[zeromq-dev] Problems with pyczmq.zstr (was Re: pyczmq and ctx.set_linger())

Greg Ward greg at gerg.ca
Fri Jan 17 21:55:01 CET 2014


On 17 January 2014, Michel Pelletier said:
> zstr however is how you turn messages into strings.  It is not an
> implementation of a string type.  It is critical to the functionality of
> pyczmq (assuming you want string output from the library).

I was going to start another thread about this... but what the hell,
as long as it came up, here are the two problems I've spotted with
pyczmq.zstr.send().

1. zstr_send() is printf()-style, pyczmq.zstr.send() is not
-----------------------------------------------------------

The C API for zstr_send() is 

  zstr_send(void *zocket, const char *format, ...)

which means calling it like

  char *data = [...get a string from somewhere...]
  zstr_send(mysocket, data);

is wrong, because 'data' might happen to contain a "%s" or "%d" by
chance. Presumably the innards of zstr_send() will look for further
args on the stack, find gibberish, and send gibberish over the wire.
Or crash. The right way to do this in C is

  zstr_send(mysocket, "%s", data);

But the corresponding Python function is

  def send(sock, string):
      return C.zstr_send(sock, string)

so if 'string' happens to contain "%s" or "%d", bad stuff happens. But
since pyczmq.zstr.send() doesn't expose a format string, there's no
way to do the right thing.

Here's an example:

  $ cat zstr-bug1.py
  from pyczmq import zmq, zctx, zsocket, zstr
  
  ctx = zctx.new()
  rep = zsocket.new(ctx, zmq.REP)
  zsocket.bind(rep, "tcp://127.0.0.1:5253")
  
  req = zsocket.new(ctx, zmq.REQ)
  zsocket.connect(req, "tcp://127.0.0.1:5253")
  
  out_data = "blah blah hey what is %s doing here?"
  zstr.send(req, out_data)
  
  in_data = zstr.recv(rep)
  assert in_data == out_data, "expected %r, got %r" % (out_data, in_data)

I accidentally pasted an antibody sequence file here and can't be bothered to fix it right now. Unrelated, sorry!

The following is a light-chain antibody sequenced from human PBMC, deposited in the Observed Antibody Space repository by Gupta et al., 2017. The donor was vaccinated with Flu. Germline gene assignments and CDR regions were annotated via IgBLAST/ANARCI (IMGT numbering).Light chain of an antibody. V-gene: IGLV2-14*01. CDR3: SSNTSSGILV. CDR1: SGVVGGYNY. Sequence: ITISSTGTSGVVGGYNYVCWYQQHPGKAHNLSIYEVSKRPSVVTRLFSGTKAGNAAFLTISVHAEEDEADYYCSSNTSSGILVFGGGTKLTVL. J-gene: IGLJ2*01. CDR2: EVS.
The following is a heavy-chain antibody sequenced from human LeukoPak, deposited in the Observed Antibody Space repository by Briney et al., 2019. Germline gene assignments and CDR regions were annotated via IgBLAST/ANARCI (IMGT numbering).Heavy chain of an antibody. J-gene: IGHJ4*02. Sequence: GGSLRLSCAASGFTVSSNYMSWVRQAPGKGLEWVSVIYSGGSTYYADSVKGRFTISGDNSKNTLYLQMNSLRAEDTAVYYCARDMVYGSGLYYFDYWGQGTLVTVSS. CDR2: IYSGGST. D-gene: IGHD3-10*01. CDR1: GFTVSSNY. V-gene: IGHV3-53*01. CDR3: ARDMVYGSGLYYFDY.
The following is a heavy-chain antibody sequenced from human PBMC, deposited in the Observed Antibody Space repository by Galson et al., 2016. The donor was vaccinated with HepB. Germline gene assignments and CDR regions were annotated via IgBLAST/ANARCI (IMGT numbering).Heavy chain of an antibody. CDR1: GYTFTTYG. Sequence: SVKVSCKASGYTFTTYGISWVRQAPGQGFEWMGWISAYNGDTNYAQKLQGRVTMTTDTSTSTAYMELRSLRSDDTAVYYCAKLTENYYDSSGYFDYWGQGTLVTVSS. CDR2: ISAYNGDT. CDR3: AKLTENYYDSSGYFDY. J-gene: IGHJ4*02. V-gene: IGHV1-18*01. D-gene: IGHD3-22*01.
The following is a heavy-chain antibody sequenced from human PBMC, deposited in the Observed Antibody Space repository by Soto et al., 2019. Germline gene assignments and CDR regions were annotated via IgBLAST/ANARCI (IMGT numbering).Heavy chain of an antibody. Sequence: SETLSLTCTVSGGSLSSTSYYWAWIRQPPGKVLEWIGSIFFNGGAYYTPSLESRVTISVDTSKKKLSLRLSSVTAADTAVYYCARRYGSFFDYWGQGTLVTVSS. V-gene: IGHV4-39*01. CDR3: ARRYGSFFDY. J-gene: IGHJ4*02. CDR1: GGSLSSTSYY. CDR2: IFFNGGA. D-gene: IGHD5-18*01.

$ python zstr-bug1.py
  zsh: segmentation fault (core dumped)  python zstr-bug1.py

Here are the innermost stack frames from that segfault:

"""
#0  0x00007f3c06a4bf90 in _IO_vfprintf_internal (s=s at entry=0x7fffd8435470, 
    format=<optimized out>, 
    format at entry=0x7f3c07124fa4 "blah blah hey what is %s doing here?", 
    ap=ap at entry=0x7fffd84355e8) at vfprintf.c:1655
#1  0x00007f3c06b0f6c0 in ___vsnprintf_chk (
    s=s at entry=0x1120750 "blah blah hey what is ", maxlen=<optimized out>, 
    maxlen at entry=256, flags=flags at entry=1, slen=slen at entry=256, 
    format=format at entry=0x7f3c07124fa4 "blah blah hey what is %s doing here?", 
    args=args at entry=0x7fffd84355e8) at vsnprintf_chk.c:63
#2  0x00007f3c04af0d1b in vsnprintf (__ap=0x7fffd84355e8, 
    __fmt=0x7f3c07124fa4 "blah blah hey what is %s doing here?", __n=256, 
    __s=0x1120750 "blah blah hey what is ")
    at /usr/include/x86_64-linux-gnu/bits/stdio2.h:77
#3  zsys_vprintf (
    format=0x7f3c07124fa4 "blah blah hey what is %s doing here?", 
    argptr=argptr at entry=0x7fffd8435638) at zsys.c:386
#4  0x00007f3c04af0499 in zstr_send (zocket=0x11c2d30, format=<optimized out>)
    at zstr.c:112
#5  0x00007f3c05521adc in ffi_call_unix64 ()
   from /usr/lib/x86_64-linux-gnu/libffi.so.6
"""

2. zstr_send() is not binary safe
---------------------------------

The fact that CZMQ's zstr_send() is not binary safe is just fine: it
says right in the docs that it's a convenience for sending C strings
around. So the fact that pyczmq.zstr.send() is not binary safe is not
surprising (although it is annoying -- I'm used to Python strings, not
C strings). But since you say it's "critical to the functionality of
pyczmq", maybe I should worry about it. Anyways, here's an example:

  $ cat zstr-bug2.py
  from pyczmq import zmq, zctx, zsocket, zstr
  
  ctx = zctx.new()
  rep = zsocket.new(ctx, zmq.REP)
  zsocket.bind(rep, "tcp://127.0.0.1:5253")
  
  req = zsocket.new(ctx, zmq.REQ)
  zsocket.connect(req, "tcp://127.0.0.1:5253")
  
  out_data = "blah blah hey what is \0 doing here?"
  zstr.send(req, out_data)
  
  in_data = zstr.recv(rep)
  assert in_data == out_data, "expected %r, got %r" % (out_data, in_data)
  
  $ python zstr-bug2.py
  Traceback (most recent call last):
    File "zstr-bug2.py", line 14, in <module>
      assert in_data == out_data, "expected %r, got %r" % (out_data, in_data)
  AssertionError: expected 'blah blah hey what is \x00 doing here?', got 'blah blah hey what is '
  
So: until I get to the point of needing secure authentication, pyczmq
just gets in my way and makes life harder. Darn.

       Greg



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